"Unfortunately, the public statements by the President and the FCC's Chairman make clear that, for political reasons, the Administration now intends to embark on the wrong regulatory path—one that will lead to higher prices, new taxes, market uncertainty, reduced investment, less innovation and years of litigation. If the FCC insists on taking this route, then it should at least avoid the anti-consumer distortions in the marketplace that usually result when the government attempts to pick winners and losers. The FCC will not accomplish its stated goals by addressing only the threats supposedly represented by ISPs and ignoring the dangers posed by enormously rich and powerful Silicon Valley companies that not only have the theoretical ability and incentive to harm the open Internet, but, unlike Mediacom, have often actually done so.
"Because of our experience in the cable television business, Mediacom knows the problems with unbalanced regulation. The 1992 Cable Act, by encouraging competition among distributors while leaving content owners largely unregulated, has led to runaway media consolidation, higher prices and less consumer choice. Because of obsolete or misguided regulations and FCC inaction, a few media conglomerates that own the popular television channels have achieved market domination, to the detriment of consumers. Without a doubt, this same result will be repeated for the Silicon Valley giants if their agenda is adopted by the FCC under the guise of protecting a free and open Internet.
"In formulating its Internet policies, the FCC should also avoid the mistake of creating one-size-fits-all rules that harm smaller ISPs and garage innovators who pose no significant threat to the open Internet. On the ISP side, Mediacom is not AT&T or Verizon. Similarly, there is a big difference between Web startups and established, global behemoths like Amazon, Apple, Facebook, Google, Netflix and Microsoft, which have a combined market value of over $1.5 trillion. Those companies are undeniably so rich and powerful that they are immune to coercion by even the largest ISPs. If the FCC's goal is to protect the garage innovator, then it should tailor its rules so that firms which already dominate their markets do not wind up with huge windfalls at consumers' expense.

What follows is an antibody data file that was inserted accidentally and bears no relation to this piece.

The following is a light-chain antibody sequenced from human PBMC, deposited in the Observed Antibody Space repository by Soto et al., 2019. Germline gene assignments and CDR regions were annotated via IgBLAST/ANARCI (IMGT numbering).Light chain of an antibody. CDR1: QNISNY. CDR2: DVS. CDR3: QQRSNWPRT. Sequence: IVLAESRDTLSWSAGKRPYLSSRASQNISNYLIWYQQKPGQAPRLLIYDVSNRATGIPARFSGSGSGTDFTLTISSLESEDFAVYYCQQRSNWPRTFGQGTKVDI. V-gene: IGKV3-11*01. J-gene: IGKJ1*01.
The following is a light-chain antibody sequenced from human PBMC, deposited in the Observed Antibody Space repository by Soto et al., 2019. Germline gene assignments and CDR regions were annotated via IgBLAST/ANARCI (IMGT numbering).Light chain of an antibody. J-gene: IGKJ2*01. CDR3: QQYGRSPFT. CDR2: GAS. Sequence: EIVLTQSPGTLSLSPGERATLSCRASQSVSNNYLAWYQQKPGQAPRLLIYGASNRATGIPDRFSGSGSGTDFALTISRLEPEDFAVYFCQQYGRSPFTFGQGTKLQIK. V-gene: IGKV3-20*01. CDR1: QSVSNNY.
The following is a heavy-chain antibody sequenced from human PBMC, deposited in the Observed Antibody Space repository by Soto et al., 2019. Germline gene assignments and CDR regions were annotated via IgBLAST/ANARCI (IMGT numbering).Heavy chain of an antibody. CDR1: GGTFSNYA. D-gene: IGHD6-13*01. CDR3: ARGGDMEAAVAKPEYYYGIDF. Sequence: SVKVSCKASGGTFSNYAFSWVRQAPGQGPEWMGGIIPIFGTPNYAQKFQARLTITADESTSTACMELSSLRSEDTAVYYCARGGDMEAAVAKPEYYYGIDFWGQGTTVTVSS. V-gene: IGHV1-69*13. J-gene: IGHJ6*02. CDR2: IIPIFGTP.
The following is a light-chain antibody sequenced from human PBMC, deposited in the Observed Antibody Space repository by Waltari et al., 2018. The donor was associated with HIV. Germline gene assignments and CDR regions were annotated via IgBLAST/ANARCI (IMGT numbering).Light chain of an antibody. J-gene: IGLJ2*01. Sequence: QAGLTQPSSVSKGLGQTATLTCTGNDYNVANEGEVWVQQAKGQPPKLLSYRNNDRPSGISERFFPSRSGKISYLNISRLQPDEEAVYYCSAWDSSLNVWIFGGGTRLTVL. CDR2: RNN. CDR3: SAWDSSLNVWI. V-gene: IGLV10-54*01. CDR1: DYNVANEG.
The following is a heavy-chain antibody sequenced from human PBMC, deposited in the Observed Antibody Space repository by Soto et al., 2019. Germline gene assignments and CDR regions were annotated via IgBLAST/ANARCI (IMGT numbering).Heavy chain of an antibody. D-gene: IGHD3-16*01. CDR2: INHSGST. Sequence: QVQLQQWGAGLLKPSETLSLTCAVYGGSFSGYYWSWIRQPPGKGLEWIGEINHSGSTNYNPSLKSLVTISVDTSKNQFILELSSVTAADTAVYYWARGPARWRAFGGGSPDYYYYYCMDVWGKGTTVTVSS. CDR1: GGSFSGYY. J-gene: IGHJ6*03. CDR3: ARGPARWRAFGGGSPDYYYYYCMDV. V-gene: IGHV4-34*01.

"In short, a modicum of regulatory oversight that intelligently and dynamically addresses the entire Internet marketplace, encourages infrastructure expansion and innovation, recognizes the critical role of private enterprise and does not unnecessarily stifle smaller ISPs is more likely to be successful in protecting all of the interests of consumers than a heavy-handed approach that places the profits of technology giants ahead of the well-being of hard-working Americans."
About Mediacom Communications
Mediacom Communications Corporation is the nation's eighth largest cable television company and one of the leading cable operators focused on serving the smaller cities in the United States, with a significant customer concentration in the Midwestern and Southeastern regions. Mediacom Communications offers a wide array of information, communications and entertainment services, including video, high-speed data and phone, and provides innovative broadband communications solutions through its Mediacom Business division. Mediacom Communications' advertising sales and productions services are sold under its OnMedia division. More information about Mediacom Communications is available at www.mediacomcc.com.